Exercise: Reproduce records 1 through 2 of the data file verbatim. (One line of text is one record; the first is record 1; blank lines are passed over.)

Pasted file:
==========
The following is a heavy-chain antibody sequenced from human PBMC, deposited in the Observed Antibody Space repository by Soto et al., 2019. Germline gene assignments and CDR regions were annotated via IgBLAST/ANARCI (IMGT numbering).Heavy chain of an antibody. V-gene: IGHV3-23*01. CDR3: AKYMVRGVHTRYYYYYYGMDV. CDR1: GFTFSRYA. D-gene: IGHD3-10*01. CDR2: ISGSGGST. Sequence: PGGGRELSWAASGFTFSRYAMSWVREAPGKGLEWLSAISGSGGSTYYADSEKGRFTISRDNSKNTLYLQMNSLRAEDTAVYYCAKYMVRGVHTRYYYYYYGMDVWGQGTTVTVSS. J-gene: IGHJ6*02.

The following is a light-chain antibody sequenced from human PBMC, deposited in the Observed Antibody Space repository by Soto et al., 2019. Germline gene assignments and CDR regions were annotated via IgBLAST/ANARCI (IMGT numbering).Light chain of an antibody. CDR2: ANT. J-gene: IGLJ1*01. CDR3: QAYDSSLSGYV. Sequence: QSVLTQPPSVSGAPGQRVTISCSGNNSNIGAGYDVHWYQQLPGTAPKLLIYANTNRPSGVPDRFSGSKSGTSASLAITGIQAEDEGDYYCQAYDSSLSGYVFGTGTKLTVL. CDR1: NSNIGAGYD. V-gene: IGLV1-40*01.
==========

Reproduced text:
The following is a heavy-chain antibody sequenced from human PBMC, deposited in the Observed Antibody Space repository by Soto et al., 2019. Germline gene assignments and CDR regions were annotated via IgBLAST/ANARCI (IMGT numbering).Heavy chain of an antibody. V-gene: IGHV3-23*01. CDR3: AKYMVRGVHTRYYYYYYGMDV. CDR1: GFTFSRYA. D-gene: IGHD3-10*01. CDR2: ISGSGGST. Sequence: PGGGRELSWAASGFTFSRYAMSWVREAPGKGLEWLSAISGSGGSTYYADSEKGRFTISRDNSKNTLYLQMNSLRAEDTAVYYCAKYMVRGVHTRYYYYYYGMDVWGQGTTVTVSS. J-gene: IGHJ6*02.

The following is a light-chain antibody sequenced from human PBMC, deposited in the Observed Antibody Space repository by Soto et al., 2019. Germline gene assignments and CDR regions were annotated via IgBLAST/ANARCI (IMGT numbering).Light chain of an antibody. CDR2: ANT. J-gene: IGLJ1*01. CDR3: QAYDSSLSGYV. Sequence: QSVLTQPPSVSGAPGQRVTISCSGNNSNIGAGYDVHWYQQLPGTAPKLLIYANTNRPSGVPDRFSGSKSGTSASLAITGIQAEDEGDYYCQAYDSSLSGYVFGTGTKLTVL. CDR1: NSNIGAGYD. V-gene: IGLV1-40*01.